Mixed signals continue from the current US administration as bombing strikes were ordered on Iranian backed rebels in Syria this week even though it is the stated plan of the US to try to return to direct discussions with the Iranian government regarding their ongoing and apparently expanding nuclear activity.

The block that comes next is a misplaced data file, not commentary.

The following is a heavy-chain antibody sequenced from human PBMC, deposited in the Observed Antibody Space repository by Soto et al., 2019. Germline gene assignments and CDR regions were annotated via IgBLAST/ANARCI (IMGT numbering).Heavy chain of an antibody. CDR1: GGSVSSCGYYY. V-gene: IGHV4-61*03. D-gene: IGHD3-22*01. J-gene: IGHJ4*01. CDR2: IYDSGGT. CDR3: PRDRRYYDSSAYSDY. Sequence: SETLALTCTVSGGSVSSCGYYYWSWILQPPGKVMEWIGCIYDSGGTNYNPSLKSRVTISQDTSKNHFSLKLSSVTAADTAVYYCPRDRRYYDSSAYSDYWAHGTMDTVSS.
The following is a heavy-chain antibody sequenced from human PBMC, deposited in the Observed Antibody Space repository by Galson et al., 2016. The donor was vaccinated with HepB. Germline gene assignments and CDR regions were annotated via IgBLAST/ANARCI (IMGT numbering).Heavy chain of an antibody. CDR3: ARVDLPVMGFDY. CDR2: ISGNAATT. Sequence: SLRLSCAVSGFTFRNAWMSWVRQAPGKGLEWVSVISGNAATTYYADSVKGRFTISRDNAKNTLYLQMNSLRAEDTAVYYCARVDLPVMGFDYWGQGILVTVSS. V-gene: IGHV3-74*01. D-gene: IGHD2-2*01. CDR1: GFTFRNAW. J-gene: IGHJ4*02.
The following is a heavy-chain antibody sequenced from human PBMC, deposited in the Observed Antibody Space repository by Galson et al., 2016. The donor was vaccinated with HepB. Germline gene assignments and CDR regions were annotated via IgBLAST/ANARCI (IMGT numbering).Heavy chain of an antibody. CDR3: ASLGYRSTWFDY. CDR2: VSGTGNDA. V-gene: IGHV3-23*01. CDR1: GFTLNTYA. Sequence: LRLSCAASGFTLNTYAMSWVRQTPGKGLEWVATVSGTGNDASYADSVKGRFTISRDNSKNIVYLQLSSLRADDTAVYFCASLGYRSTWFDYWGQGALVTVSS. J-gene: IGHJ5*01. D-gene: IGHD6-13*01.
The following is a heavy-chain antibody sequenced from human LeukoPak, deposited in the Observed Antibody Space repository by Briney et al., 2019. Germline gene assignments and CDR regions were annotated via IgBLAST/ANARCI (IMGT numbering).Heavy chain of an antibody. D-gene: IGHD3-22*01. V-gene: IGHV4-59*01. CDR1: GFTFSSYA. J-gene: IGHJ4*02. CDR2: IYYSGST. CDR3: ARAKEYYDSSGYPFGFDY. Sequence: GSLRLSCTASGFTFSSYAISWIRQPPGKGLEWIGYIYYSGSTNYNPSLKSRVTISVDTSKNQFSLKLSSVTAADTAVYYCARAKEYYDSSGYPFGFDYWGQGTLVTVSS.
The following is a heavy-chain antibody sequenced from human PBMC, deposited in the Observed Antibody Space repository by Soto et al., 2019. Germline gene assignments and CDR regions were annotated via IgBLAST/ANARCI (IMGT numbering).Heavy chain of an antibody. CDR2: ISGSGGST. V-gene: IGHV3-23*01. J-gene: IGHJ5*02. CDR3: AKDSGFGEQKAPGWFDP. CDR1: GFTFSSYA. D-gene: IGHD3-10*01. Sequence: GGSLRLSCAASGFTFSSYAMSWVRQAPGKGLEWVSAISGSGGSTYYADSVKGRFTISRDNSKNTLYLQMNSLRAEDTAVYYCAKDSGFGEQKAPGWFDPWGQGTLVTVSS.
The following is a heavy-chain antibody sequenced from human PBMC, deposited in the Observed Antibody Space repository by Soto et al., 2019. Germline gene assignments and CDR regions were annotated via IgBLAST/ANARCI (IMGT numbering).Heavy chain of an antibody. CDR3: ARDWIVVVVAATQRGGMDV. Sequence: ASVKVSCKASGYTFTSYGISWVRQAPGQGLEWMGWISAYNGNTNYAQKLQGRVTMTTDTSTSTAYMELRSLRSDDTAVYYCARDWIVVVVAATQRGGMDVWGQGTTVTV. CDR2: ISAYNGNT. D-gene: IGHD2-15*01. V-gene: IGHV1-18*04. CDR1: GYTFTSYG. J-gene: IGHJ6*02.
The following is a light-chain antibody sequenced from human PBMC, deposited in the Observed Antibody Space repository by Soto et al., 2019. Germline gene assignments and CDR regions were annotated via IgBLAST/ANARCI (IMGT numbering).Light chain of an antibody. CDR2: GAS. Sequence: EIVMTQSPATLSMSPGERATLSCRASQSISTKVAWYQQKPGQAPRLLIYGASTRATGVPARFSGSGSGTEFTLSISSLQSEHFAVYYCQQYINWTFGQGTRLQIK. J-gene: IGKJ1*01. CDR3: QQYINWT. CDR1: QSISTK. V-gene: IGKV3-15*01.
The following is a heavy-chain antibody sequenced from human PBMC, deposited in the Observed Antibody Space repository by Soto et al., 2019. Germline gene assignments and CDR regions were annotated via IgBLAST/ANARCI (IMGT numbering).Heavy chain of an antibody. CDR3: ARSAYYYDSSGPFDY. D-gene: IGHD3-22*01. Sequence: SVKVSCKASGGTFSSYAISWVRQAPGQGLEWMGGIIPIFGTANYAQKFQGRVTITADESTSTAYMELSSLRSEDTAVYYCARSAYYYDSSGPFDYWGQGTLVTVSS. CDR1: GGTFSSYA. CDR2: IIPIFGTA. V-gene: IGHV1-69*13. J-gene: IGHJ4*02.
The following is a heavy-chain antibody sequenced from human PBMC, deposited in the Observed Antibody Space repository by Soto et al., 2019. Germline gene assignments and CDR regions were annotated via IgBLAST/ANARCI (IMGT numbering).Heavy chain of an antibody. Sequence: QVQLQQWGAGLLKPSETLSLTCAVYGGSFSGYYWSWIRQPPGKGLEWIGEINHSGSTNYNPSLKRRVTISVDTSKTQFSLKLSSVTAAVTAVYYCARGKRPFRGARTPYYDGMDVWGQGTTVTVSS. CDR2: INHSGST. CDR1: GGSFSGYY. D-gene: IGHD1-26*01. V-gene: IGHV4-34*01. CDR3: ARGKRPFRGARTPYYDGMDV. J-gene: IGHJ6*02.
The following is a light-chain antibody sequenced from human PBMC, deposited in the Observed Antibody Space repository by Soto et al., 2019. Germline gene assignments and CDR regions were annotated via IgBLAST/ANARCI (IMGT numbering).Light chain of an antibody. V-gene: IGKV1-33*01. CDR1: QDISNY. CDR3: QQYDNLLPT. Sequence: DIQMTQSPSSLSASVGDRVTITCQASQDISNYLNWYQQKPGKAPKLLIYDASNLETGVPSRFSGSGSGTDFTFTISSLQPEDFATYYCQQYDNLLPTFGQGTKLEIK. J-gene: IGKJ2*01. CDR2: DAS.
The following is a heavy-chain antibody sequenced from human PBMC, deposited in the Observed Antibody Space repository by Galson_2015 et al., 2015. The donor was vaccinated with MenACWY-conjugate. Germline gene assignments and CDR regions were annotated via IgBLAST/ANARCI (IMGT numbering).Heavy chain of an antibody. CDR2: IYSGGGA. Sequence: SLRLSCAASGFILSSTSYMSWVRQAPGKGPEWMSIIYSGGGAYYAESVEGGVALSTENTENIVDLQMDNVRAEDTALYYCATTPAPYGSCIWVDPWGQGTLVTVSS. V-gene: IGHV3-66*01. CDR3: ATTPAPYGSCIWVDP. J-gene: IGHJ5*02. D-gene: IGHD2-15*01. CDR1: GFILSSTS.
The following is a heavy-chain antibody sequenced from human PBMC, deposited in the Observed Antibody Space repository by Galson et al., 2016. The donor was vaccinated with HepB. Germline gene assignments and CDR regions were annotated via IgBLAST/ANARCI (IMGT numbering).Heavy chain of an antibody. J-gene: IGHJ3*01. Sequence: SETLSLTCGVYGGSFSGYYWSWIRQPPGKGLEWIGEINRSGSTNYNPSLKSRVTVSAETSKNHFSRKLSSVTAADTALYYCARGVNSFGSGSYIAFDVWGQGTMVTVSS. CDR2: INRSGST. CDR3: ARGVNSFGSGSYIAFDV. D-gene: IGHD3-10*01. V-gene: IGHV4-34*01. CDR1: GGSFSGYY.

US Crude inventories increased for the first week in five, rising by 1.285 MB. Crude stocks remain at their five-year average and are 19.7 MB above levels of last year at this time. The price of WTI gained $2.26 on the week. Inventories in the three PADDs affected by trans-Atlantic trade gained by 249 KB. A reduction in PADD 3, the US Gulf coast, of 2.510 MB was largely the result of reduced pipeline flows into refineries closed by the freeze. The source of a number of these supplies, the NYMEX delivery point of Cushing Oklahoma, saw stocks rise for the first week in six, increasing by 2.807 MB, the largest weekly gain since April 2020. Inventories in PADD 2, the Midwest, which encompasses Cushing saw inventories increase by 4.492 MB largely for the same reason. The weather also caused imports of Crude to fall by 1.299 MB to a level of 4.599 MB, the lowest level of imports since February 1996. Domestic production of Crude fell by 1.1 MBPD to a level of 9.7 MBPD, the largest weekly drop since last August. Refinery utilization fell by 15% to 68.6% of capacity, its lowest level since 2008 and Crude runs fell by 2.589 MBPD, the largest weekly decline since August 2017. Utilization in PADD 3 which encompasses Texas was at 86.5% before the freeze. It is now at 62.8%. Finally, imports fell by 1.5 MBPD to well below their five-year average. A key view of many analysts is that Crude production will recover at a slower rate than refinery utilization. Given this, we expect Crude stocks to fall in the coming week by 1.0 to 1.5 MB.